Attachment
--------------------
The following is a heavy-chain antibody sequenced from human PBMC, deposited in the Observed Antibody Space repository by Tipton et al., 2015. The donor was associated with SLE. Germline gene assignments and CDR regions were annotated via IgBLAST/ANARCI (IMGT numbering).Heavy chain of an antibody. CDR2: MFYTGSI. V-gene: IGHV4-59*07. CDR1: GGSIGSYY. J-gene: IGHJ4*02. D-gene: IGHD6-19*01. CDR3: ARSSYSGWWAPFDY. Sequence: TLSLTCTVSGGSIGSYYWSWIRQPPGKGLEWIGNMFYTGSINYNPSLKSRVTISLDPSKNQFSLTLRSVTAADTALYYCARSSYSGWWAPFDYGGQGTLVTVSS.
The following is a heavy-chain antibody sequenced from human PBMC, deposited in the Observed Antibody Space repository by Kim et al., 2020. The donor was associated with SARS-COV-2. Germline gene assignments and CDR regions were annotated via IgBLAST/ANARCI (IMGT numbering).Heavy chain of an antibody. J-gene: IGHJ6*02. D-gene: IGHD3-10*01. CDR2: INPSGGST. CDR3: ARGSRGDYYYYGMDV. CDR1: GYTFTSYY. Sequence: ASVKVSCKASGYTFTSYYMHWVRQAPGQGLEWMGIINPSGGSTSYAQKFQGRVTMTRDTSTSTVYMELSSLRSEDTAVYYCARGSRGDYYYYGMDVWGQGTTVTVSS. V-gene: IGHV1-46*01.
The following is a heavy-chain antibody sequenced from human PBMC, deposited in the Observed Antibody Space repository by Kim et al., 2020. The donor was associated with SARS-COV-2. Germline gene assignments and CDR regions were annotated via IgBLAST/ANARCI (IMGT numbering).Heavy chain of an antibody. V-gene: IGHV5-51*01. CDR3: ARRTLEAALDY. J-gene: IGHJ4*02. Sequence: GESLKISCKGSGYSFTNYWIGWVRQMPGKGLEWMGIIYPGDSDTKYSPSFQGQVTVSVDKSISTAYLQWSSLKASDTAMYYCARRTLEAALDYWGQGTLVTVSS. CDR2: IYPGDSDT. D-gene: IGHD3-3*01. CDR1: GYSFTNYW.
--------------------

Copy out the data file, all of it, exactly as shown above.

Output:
The following is a heavy-chain antibody sequenced from human PBMC, deposited in the Observed Antibody Space repository by Tipton et al., 2015. The donor was associated with SLE. Germline gene assignments and CDR regions were annotated via IgBLAST/ANARCI (IMGT numbering).Heavy chain of an antibody. CDR2: MFYTGSI. V-gene: IGHV4-59*07. CDR1: GGSIGSYY. J-gene: IGHJ4*02. D-gene: IGHD6-19*01. CDR3: ARSSYSGWWAPFDY. Sequence: TLSLTCTVSGGSIGSYYWSWIRQPPGKGLEWIGNMFYTGSINYNPSLKSRVTISLDPSKNQFSLTLRSVTAADTALYYCARSSYSGWWAPFDYGGQGTLVTVSS.
The following is a heavy-chain antibody sequenced from human PBMC, deposited in the Observed Antibody Space repository by Kim et al., 2020. The donor was associated with SARS-COV-2. Germline gene assignments and CDR regions were annotated via IgBLAST/ANARCI (IMGT numbering).Heavy chain of an antibody. J-gene: IGHJ6*02. D-gene: IGHD3-10*01. CDR2: INPSGGST. CDR3: ARGSRGDYYYYGMDV. CDR1: GYTFTSYY. Sequence: ASVKVSCKASGYTFTSYYMHWVRQAPGQGLEWMGIINPSGGSTSYAQKFQGRVTMTRDTSTSTVYMELSSLRSEDTAVYYCARGSRGDYYYYGMDVWGQGTTVTVSS. V-gene: IGHV1-46*01.
The following is a heavy-chain antibody sequenced from human PBMC, deposited in the Observed Antibody Space repository by Kim et al., 2020. The donor was associated with SARS-COV-2. Germline gene assignments and CDR regions were annotated via IgBLAST/ANARCI (IMGT numbering).Heavy chain of an antibody. V-gene: IGHV5-51*01. CDR3: ARRTLEAALDY. J-gene: IGHJ4*02. Sequence: GESLKISCKGSGYSFTNYWIGWVRQMPGKGLEWMGIIYPGDSDTKYSPSFQGQVTVSVDKSISTAYLQWSSLKASDTAMYYCARRTLEAALDYWGQGTLVTVSS. CDR2: IYPGDSDT. D-gene: IGHD3-3*01. CDR1: GYSFTNYW.